Britain’s leading economic think-tanks poured cold water on Rishi Sunak’s tax-cutting claims, concluding on Thursday that the vast majority of working people will be paying more in taxes on their income under the UK chancellor’s policies.
Sunak on Wednesday said his Spring Statement “delivers the biggest net cut to personal taxes in over a quarter of a century”, but the Resolution Foundation and the Institute for Fiscal Studies rejected the chancellor’s claims.
Sunak’s assertion that the government is running a low-tax economy was further undermined by Office for Budget Responsibility analysis, which showed that the freeze in the starting point for the higher rate of income tax would ensnare a record number of people paying the 40 per cent rate.
Torsten Bell, chief executive of the Resolution Foundation, said the reality of Sunak’s total package of tax increases over the past few years did “not measure up to the rhetoric” on tax cuts.
This was, he said, true despite the chancellor raising the threshold for employee national insurance contributions, cutting 5p from the duty on a litre of petrol and announcing a 1p reduction in the basic rate of income tax in 2024.
Paul Johnson, director of the IFS, said: “[Sunak] continues . . . to be a chancellor presiding over a very big increase in the tax burden. What he did yesterday was not enough even to stop the expected tax burden rising yet further.”
Johnson added that income tax revenues in 2024-25 would not drop despite the 1p cut in the basic rate because inflation was lowering the real value of tax allowances and thresholds.
“That’s the effect of inflation and fiscal drag,” he said. “[The Treasury has] magically doubled the scale of the tax rise he announced last year — the four-year freeze in the personal allowance and higher rate threshold. The proposed cut in the basic rate gives back only about half of the additional windfall he is now expecting to enjoy from that measure.”
“It looks like a median earner, on around £27,500 a year, will be about £360 worse off in the next financial year than in the current year. Someone earning around £40,000 will be getting on for £800 worse off,” added Johnson.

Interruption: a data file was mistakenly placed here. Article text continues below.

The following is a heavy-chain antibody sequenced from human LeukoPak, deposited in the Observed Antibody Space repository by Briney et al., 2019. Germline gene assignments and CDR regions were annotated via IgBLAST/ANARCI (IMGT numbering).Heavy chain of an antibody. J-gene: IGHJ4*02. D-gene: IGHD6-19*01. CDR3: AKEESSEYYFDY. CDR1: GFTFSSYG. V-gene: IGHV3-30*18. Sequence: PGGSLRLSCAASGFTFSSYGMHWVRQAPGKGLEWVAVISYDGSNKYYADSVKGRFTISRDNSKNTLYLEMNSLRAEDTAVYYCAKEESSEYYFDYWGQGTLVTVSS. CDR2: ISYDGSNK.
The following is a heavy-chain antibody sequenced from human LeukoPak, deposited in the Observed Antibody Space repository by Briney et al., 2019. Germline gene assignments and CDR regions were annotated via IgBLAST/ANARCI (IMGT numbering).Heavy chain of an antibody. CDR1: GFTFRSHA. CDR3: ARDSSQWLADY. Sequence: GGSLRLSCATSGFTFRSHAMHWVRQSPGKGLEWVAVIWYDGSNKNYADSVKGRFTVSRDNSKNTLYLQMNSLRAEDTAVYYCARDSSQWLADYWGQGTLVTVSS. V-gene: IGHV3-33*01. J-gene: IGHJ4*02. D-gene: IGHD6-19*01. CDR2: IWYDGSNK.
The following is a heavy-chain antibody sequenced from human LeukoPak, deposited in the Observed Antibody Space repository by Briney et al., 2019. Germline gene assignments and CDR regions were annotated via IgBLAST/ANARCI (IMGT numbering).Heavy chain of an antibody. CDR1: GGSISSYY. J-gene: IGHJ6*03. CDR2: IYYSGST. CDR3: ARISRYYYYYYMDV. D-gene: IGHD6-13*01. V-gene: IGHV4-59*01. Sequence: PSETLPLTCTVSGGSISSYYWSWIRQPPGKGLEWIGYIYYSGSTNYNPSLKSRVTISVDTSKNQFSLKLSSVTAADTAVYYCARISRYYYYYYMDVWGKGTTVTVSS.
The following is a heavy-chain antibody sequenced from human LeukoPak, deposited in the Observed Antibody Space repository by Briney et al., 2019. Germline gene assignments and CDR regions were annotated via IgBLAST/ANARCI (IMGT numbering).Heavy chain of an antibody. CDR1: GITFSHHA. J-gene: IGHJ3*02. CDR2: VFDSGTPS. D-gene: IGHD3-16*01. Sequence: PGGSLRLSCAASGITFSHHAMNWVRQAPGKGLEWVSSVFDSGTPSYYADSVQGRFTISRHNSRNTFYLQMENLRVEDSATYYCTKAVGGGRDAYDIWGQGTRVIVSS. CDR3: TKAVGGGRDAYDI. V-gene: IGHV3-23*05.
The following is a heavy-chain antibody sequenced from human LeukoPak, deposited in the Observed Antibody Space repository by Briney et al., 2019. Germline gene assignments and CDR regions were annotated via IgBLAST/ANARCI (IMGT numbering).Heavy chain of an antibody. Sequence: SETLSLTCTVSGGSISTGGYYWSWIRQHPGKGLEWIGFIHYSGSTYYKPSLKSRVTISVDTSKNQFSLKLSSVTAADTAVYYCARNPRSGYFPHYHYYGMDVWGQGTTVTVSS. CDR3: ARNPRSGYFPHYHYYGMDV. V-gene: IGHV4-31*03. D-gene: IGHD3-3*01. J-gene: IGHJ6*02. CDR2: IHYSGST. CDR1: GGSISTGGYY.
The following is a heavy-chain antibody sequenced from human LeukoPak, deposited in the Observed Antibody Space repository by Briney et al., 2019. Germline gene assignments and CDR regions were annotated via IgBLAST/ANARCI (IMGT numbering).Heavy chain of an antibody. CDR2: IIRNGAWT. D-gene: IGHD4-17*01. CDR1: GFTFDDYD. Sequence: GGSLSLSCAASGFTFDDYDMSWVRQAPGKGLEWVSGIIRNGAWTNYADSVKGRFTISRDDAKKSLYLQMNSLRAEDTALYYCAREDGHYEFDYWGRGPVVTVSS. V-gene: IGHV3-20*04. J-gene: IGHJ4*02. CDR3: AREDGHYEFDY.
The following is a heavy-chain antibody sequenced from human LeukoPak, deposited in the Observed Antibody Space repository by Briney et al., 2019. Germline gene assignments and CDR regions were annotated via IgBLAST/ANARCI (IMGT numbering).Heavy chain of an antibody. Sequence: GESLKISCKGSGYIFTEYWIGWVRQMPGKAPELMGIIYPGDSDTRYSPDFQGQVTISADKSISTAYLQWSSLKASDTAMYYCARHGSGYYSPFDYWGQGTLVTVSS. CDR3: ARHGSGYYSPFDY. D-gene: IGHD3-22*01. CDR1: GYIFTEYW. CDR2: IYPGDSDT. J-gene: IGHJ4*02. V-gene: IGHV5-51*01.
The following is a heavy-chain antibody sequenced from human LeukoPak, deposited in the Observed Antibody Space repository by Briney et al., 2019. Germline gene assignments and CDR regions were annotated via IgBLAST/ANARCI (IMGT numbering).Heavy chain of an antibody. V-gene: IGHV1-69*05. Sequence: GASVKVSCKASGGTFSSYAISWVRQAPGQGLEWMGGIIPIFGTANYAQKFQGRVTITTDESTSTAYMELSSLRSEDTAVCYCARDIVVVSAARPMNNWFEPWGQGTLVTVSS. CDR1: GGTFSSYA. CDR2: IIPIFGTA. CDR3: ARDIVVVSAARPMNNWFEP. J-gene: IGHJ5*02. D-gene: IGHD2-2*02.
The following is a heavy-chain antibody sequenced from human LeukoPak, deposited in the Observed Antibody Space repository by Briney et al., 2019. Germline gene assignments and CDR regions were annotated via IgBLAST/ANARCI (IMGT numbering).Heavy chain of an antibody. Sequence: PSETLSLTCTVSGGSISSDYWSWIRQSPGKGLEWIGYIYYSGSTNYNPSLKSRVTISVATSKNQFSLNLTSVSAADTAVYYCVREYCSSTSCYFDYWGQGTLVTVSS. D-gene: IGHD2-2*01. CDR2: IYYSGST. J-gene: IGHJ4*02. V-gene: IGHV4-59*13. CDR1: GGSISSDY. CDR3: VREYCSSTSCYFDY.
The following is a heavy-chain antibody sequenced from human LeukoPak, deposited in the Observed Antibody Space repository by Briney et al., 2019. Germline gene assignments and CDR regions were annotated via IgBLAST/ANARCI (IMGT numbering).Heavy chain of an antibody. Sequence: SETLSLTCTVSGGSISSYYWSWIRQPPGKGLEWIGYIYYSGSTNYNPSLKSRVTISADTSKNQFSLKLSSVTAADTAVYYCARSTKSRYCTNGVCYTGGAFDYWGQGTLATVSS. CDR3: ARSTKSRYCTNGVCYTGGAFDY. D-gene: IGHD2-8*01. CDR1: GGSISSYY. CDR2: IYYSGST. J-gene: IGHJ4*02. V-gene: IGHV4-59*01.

The OBR showed the effects of freezing allowances and thresholds on the tax rates people will pay, with higher inflation dragging millions into higher tax brackets.
It estimated that the four-year freeze of the higher rate threshold would increase the number of people paying income tax at the 40 per cent rate by 42 per cent, from 4.8mn to 6.8mn people.
For the Resolution Foundation, the effects of inflation meant that seven in every eight working people would see tax increases rather than cuts over the next few years.
Alongside the 1.25 percentage point increase in national insurance being imposed in April, it calculated that only people with incomes between £11,000 and £13,500 would pay less in taxes on their incomes from all the measures outlined by the chancellor.
“Of the around 31mn people in work, around 27mn will pay more in income tax and NI in 2024-25 thanks to changes announced since Rishi Sunak became chancellor,” the foundation calculated.
Both think-tanks highlighted how the Treasury would benefit significantly from higher inflation through increased revenue from value added tax, income tax, national insurance and corporate tax without fully compensating households or public spending departments.
This was in stark contrast, they said, to households that are facing the largest cut in living standards since comparable records began in the 1950s.
Deciding not to give back the tax windfall of £35bn a year to households would leave most of them 4 per cent worse off this year after inflation, while the poorest quarter of households would be 6 per cent worse off, the Resolution Foundation said.
Net incomes would fall 2 per cent across the 2019 to 2024 parliament, it estimated, making it the “worst on record for living standards”, with drops even greater than at the time of the global financial crisis.
Both the IFS and the Resolution Foundation also warned that the rise in national insurance tax rates, paid on employment income alongside a cut in income tax rates, paid on a wider definition of income, would unfairly advantage landlords over employees, and pensioners over people of working age.